Players can only attempt a perfect run on a song three times in a row. After that, they'll have to wait for the game to randomly let them try again. Whether or not this forced break is a good thing is questionable. (Since these breaks stop appearing once the player has gotten a Superb ranking on every level, it's likely that this is to give players a chance to work on OTHER challenges.)
Arson, Murder, and Jaywalking: Samurai Slice in Fever involves hunting down some evil spirits who scare a little boy and his sister, trash their house... and steal the little boy's pinwheel. In Samurai Slice 2, said spirits go on to steal a stuffed bunny a salaryman bought for his daughter.
Astronomic Zoom: during Flock Step in Fever. One of the tricks series does to mess you your play up.
Bedsheet Ghost: "Sneaky Spirits" in Tengoku and "Big Rock Finish" in Heaven.
Big Eater: Munchy Monk. Marshal during Munchy Monk's endless game in Fever.
Bilingual Bonus: The counting in "Munchy Monk" is in Chinese in the Japanese version.
In "Kung Fu Ball", the neon sign on the right-hand side of the screen doesn't say anything intelligible in Chinese (which you might assume given the minigame's theme), but it can be read as "rizumu" ("rhythm") in Japanese.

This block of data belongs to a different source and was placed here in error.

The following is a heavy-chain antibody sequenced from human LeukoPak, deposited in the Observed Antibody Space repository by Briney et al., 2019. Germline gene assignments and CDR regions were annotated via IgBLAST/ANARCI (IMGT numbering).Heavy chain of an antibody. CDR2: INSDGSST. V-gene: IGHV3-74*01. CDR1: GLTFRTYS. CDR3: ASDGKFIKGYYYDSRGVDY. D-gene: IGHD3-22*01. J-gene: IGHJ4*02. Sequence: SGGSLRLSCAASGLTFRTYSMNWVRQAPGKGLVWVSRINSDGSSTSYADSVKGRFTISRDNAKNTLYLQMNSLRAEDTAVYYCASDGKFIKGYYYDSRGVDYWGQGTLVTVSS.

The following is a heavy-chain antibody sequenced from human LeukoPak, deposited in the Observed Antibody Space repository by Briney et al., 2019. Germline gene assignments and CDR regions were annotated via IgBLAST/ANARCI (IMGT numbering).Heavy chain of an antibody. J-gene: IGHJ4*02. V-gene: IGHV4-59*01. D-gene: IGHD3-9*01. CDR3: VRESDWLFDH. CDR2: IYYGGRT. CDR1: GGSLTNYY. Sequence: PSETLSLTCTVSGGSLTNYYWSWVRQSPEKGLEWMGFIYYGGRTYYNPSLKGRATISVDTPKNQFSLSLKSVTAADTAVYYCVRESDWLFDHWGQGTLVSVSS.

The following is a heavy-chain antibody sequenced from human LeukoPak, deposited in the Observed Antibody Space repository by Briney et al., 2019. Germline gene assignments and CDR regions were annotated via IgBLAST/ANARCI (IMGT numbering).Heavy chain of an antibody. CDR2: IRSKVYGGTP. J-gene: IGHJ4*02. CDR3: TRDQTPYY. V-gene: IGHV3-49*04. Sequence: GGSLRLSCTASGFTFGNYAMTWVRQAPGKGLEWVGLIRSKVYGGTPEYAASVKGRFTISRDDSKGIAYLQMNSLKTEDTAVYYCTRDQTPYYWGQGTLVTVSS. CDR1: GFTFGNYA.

Blah Blah Blah: Ring Side in Fever. The girl asks questions of the wrestler and all we hear is "Wubbadubbadubba is that true?" The wrestler is most likely not paying attention to the questions and is yes-ing her to death.
Lampshaded in the game's reading material, where this time the reporter is asking him actual questions. He still responds to everything with "Eh". It opens up the possibility that we're hearing what the wrestler hears.
Bland-Name Product: The Cheer Readers in the American version of Fever twirl books simply titled "BOOK". In Europe, said books are printed with four circles instead.
Book Ends: Each game in the series has one remix that includes every stage in the game. The stages that come first in the remix always appear once more for the finale (Space Dance for Tengoku, Karate Man for Heaven, and Packing Pests for Fever).